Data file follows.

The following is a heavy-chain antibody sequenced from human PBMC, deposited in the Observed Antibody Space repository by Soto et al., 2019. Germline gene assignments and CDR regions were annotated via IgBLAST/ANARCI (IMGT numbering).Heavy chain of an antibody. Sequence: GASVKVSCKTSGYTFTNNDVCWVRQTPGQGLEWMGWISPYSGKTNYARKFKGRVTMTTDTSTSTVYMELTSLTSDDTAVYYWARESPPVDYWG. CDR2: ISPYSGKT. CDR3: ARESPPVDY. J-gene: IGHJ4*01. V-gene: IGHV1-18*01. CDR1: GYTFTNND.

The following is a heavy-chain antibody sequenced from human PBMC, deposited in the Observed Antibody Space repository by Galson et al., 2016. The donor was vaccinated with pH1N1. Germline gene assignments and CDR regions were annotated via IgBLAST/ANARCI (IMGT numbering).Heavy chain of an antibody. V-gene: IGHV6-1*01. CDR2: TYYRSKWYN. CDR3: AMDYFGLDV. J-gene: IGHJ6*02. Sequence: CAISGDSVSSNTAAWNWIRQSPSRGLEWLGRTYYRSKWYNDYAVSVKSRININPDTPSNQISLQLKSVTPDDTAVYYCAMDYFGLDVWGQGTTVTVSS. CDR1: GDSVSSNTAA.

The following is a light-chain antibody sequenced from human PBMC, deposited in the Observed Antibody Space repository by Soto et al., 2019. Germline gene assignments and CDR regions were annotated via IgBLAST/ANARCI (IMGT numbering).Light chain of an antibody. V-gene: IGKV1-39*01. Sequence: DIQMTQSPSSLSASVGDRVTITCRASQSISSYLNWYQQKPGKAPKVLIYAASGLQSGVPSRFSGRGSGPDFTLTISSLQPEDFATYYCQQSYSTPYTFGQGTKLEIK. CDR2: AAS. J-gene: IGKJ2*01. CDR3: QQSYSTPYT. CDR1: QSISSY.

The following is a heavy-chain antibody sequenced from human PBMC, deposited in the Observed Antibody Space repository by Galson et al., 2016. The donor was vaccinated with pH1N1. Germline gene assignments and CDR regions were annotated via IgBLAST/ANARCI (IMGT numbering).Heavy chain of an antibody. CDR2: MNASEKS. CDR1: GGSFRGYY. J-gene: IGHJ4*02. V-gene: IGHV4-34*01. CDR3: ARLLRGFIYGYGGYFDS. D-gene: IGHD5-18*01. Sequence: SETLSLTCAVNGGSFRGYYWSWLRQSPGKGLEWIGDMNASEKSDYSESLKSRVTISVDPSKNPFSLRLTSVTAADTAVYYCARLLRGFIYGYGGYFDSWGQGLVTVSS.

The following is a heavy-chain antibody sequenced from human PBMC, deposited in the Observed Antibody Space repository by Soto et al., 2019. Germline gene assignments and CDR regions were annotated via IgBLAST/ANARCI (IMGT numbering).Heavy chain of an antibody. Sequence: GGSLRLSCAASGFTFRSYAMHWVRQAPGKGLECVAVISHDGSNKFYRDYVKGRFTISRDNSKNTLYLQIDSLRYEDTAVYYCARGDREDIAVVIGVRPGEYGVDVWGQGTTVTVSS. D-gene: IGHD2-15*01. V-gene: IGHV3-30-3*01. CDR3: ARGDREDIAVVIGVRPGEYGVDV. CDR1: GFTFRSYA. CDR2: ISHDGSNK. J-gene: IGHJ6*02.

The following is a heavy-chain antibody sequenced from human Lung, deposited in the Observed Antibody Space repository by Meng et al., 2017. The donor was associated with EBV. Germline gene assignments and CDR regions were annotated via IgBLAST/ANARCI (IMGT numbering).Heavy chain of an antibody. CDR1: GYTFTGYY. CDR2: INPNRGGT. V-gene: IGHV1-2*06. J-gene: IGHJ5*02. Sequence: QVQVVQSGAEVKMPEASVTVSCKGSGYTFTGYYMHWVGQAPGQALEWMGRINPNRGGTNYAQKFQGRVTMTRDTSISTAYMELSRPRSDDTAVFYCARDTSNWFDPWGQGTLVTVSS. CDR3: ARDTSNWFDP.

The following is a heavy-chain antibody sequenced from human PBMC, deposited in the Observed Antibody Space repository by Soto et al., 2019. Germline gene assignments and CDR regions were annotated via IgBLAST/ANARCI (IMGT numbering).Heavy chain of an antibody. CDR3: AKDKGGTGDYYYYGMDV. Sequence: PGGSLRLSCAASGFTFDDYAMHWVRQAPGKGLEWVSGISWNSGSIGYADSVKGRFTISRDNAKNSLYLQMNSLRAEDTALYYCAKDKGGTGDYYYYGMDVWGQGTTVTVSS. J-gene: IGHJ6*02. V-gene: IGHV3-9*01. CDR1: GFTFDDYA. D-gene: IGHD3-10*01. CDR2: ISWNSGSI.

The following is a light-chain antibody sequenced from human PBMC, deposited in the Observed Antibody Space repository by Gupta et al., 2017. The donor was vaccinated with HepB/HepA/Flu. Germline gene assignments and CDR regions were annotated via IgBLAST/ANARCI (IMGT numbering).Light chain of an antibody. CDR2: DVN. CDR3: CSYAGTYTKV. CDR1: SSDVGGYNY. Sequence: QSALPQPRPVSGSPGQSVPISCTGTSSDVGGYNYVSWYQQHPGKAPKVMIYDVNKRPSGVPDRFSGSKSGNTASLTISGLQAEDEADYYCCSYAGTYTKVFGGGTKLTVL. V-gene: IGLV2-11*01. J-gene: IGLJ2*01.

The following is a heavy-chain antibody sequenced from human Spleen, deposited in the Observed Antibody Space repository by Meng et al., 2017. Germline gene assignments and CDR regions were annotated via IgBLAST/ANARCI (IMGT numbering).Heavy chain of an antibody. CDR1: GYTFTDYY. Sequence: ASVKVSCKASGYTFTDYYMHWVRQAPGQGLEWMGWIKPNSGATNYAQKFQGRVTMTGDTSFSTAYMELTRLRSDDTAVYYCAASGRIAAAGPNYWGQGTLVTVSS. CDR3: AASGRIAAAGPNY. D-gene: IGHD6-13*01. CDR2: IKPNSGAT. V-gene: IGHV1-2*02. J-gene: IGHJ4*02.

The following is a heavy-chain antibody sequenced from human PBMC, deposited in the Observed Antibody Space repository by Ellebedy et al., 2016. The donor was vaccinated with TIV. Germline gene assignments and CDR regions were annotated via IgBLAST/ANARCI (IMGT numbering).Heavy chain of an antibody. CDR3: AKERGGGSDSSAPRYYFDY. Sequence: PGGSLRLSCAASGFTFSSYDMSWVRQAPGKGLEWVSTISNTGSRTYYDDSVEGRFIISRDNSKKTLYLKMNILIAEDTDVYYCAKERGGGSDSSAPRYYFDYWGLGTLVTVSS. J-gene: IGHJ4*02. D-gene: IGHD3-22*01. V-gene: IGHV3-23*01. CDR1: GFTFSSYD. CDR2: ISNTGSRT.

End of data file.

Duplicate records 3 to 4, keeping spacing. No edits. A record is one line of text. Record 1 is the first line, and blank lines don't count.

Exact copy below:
The following is a light-chain antibody sequenced from human PBMC, deposited in the Observed Antibody Space repository by Soto et al., 2019. Germline gene assignments and CDR regions were annotated via IgBLAST/ANARCI (IMGT numbering).Light chain of an antibody. V-gene: IGKV1-39*01. Sequence: DIQMTQSPSSLSASVGDRVTITCRASQSISSYLNWYQQKPGKAPKVLIYAASGLQSGVPSRFSGRGSGPDFTLTISSLQPEDFATYYCQQSYSTPYTFGQGTKLEIK. CDR2: AAS. J-gene: IGKJ2*01. CDR3: QQSYSTPYT. CDR1: QSISSY.

The following is a heavy-chain antibody sequenced from human PBMC, deposited in the Observed Antibody Space repository by Galson et al., 2016. The donor was vaccinated with pH1N1. Germline gene assignments and CDR regions were annotated via IgBLAST/ANARCI (IMGT numbering).Heavy chain of an antibody. CDR2: MNASEKS. CDR1: GGSFRGYY. J-gene: IGHJ4*02. V-gene: IGHV4-34*01. CDR3: ARLLRGFIYGYGGYFDS. D-gene: IGHD5-18*01. Sequence: SETLSLTCAVNGGSFRGYYWSWLRQSPGKGLEWIGDMNASEKSDYSESLKSRVTISVDPSKNPFSLRLTSVTAADTAVYYCARLLRGFIYGYGGYFDSWGQGLVTVSS.